Monitoring Teens' Media Intake Poses Challenges
If you go to online spaces popular with teenagers, you'll find plenty of smart, funny, charming material. But you'll probably also find things that would make the most liberal parents cringe, such as one Internet-based animated game allowing players to sexually humiliate a popular singer.
It's easy for teens and pre-teens to access hardcore images of sex and violence that would have been hard for adults to find 20 years ago. Some Web advertisements blindside kids such as 15-year-old Angela Black.
"Pop-ups come up sometimes, and it's just like, 'Delete,'" Black says. "That's all I do, because that's disgusting, porn stuff."
Every day, Angela updates her social networking Web sites -- all three, on Myspace, Xanga and Facebook. Most of the stuff isn't anything Angela's mother needs to worry about: Angela and her friends fill their pages with silly, supportive messages. They post pictures of bad hair days and muse about life, faith, and love.
But the pages of Angela’s classmates aren’t always as wholesome.
"I see people talk about their adventures with boys or girls -- and sometimes it's freaky, but not shocking anymore, because you get used to it," Black says.
But the ability to disguise one's identity online can make it harder for parents to determine exactly what their children are doing. Ashley Hutchinson, a 21-year-old volunteer who helps educate teens on sexual-health issues, notes that parents have lost their historic advantage of being the first to know how to use communication tools. Teens use cell phones, gaming consoles and other portable media devices to exchange content in ways that don't always occur to their elders, such as text-messaging sex hotlines.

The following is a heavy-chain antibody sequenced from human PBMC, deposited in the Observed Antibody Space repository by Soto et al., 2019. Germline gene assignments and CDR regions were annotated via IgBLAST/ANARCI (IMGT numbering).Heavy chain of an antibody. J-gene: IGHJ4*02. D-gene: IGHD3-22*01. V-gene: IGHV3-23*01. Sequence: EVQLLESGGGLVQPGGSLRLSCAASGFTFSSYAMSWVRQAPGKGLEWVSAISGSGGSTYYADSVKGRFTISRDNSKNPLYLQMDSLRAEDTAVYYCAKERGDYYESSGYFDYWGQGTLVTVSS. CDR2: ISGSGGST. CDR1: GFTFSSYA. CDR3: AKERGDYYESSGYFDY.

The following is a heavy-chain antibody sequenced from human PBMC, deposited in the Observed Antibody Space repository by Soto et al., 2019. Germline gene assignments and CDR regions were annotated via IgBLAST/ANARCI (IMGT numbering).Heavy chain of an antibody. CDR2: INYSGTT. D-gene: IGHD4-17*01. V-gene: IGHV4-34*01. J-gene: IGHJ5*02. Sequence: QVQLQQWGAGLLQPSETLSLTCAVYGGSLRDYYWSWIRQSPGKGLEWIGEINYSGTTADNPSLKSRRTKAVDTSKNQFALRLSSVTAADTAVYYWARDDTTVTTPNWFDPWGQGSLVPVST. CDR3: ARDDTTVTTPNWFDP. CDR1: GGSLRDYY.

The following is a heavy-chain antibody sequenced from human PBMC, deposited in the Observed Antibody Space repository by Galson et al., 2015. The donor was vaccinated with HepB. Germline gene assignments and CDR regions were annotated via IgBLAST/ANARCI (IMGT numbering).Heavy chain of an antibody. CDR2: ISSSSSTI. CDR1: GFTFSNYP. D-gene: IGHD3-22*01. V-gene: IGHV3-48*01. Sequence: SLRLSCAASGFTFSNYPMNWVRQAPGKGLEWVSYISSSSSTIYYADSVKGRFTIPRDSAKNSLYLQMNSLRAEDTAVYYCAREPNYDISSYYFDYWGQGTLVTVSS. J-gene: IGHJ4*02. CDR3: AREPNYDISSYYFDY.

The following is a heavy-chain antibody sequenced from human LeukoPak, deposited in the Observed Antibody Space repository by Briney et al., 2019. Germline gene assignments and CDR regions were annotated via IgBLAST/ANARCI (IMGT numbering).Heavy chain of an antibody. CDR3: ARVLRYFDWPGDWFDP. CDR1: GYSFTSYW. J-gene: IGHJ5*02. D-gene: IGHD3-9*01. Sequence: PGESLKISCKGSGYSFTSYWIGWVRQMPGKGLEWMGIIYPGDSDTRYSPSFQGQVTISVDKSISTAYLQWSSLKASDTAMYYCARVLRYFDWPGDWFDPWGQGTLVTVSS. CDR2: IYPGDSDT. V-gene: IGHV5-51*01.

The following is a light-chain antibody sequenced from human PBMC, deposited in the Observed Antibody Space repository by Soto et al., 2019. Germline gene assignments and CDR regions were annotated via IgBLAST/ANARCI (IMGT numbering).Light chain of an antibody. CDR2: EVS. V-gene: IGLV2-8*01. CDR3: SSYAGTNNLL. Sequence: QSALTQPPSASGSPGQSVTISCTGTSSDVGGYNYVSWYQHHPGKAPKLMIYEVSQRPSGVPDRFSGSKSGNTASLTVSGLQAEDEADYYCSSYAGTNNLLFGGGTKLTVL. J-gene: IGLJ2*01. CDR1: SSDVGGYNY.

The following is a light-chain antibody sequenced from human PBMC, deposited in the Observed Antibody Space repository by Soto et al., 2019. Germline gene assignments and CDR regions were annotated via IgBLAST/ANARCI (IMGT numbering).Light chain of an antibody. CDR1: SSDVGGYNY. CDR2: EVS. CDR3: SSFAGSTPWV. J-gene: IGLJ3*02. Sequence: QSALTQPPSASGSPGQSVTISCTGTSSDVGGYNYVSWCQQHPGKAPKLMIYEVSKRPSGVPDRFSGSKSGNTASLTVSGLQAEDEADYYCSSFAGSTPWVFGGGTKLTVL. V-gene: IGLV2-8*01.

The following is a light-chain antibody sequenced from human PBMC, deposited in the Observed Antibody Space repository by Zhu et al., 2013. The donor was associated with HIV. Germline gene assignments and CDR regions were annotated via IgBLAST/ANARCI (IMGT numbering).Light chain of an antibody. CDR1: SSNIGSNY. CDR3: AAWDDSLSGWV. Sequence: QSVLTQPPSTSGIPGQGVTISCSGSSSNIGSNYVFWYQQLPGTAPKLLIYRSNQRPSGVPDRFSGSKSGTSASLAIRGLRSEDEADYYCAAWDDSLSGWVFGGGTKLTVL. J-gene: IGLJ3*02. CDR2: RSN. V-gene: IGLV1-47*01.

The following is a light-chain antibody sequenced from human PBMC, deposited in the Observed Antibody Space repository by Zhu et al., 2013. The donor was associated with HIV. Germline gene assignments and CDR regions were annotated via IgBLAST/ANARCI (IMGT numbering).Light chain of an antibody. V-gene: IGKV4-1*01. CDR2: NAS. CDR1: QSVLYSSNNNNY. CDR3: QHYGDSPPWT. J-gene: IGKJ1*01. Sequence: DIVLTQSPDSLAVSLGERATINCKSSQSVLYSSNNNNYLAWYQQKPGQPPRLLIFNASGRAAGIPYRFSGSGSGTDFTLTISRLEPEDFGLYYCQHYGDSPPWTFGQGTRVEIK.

If experts agree on one thing, it's that most parents are clueless about the media lives of their children. It can be tricky for parents to define what is appropriate, especially when mainstream culture has become so casually risque. Susannah Stern, who teaches communications at the University of San Diego, notes that kids have "learned very well from adults what we value and what gets people to pay attention."
Recently, the Kaiser Family Foundation did a study showing that over the past seven years, sexual content on network television has increased from more than half of all shows to seven out of every 10 shows. The number of sexual scenes in those shows has gone up, too.
Teenagers do not respond identically to media messages, says Susannah Stern, so there's no one way to help guide them. She says adults should make clear that their interest is not in removing teenagers' autonomy but in helping them develop their own internal controls.
"What's hard is that parents [want] a list of the 20 things you should do and the 20 things you shouldn't do," Stern says. "I just don't think in this day and age dealing with adolescents that you can give that kind of prescriptive list."
Volunteer counselor Hutchinson describes hers as a guinea-pig generation: the first to grow up immersed in a brave new world of technology and media culture, and the first to master it -- more or less -- on their own.
Copyright 2021 NPR. To see more, visit https://www.npr.org.